I saw a blogger on TV talk about “banishing the play-date.” You can read his post here.
I reminisced about my childhood. I played in and out of neighbors’ backyards, rode bikes from dawn to dusk — with no adults bothering me.
When I had kids, I found they didn’t have freedom like we did. One of the reasons was there were zero kids in our neighborhood besides mine. Then the nine-year-old boy who was kidnapped from his front yard and murdered — 20 minutes from us. It left moms frightened to let their kids out of their sight.
I went to Mommy and Me with my son at the Palm Springs Pavilion. We learned to sing songs together like “Itsy Bitsy Spider” and “I’m a Little Teapot” with a dozen other moms and babies who apparently needed the coaching. Each week, we took turns bringing snacks of grapes and string cheese. I look back at this as a training ground for the proverbial play-date.
Play-dates developed from the Mommy and Me group. We had a park day, which was fun and healthy. Moms sat together on quilts on the grass and talked for hours while our kids played on the now-banned playground equipment — a super tall, steep slide, a merry-go-round, and a stagecoach that they could climb into, on top of and jump off of. Sometime during their early childhood years, our city tore out the dated, dangerous equipment and put in rubber ground and safe equipment. Our kids never liked to play on the brightly-colored equipment and our park play-dates vanished. We laughed about the slide where the kids would get stuck going down. It was a “sue proof” slide.
One day, I got a phone call from a friend. She homeschooled her daughter and hand-picked her friends for a weekly Friday Play-Group. She hired a teacher to run play-group, and each week included a lesson, theme, craft and snack, followed by 10 minutes of supervised play on her backyard swing set.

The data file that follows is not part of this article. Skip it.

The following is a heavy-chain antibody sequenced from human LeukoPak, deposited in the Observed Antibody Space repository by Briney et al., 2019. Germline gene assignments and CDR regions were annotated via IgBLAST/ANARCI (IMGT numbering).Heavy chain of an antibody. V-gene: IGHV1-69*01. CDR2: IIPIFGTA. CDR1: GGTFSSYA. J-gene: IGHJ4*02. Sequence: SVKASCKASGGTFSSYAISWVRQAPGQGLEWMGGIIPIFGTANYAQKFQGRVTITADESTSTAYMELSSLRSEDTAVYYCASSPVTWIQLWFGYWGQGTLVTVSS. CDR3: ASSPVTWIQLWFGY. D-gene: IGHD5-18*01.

I felt honored to have my children chosen for the select group. My kids had made the cut. Months later, she took me to lunch at CPK and told me she had some big news. She was uninviting one of the boys. I hardly saw this is earth shattering, but perhaps there was more to this luncheon. Maybe it was a warning!
Years later, when my kids were in high school, they reconnected with friends from play-group. NOTE: This wasn’t just a play-date, it was play-group. They remembered it as if they were fellow Mouseketeers, having survived a bizarre childhood experience.
FYI, I’m using The Playgroup” as the basis for a manuscript I’m currently writing. It follows the friendships and lives of four moms with their young children. They are all bound by the cryptic “Playgroup.”
When my daughter reached 6th grade, we tried homeschooling. Every Wednesday, I picked up her best friend from the local middle school, and brought her to our house to play until her mom got off work. This was another sort of play-date. We moms thought it was an ideal way to keep their friendship going. Since my daughter loved arts and crafts — homeschooling allowed her to try ceramics, mosaics, and quilting — I said that the two girls could do an art project each week.
But that didn’t happen. I was tired from supervising my daughter’s activities to the half hour, and my daughter just wanted to hang out with her friend. So, I retired to my room and left them alone. After a few weeks, the friend didn’t want to come over anymore. She said she was promised an art activity and she was disappointed that they weren’t doing one.
That made me think about our kids and their overly structured lives. I love having quiet time. I hope my kids do, too. We need to unplug, unschedule, and let our kids regain their creativity and inner peace. They need us to leave them alone and let them be kids.
What are your thoughts about arranged play dates, play groups and activities for kids? Do you think kids are over-scheduled today? Did you have to arrange play time with friends for your kids or did you live in an area where they could go outside and play?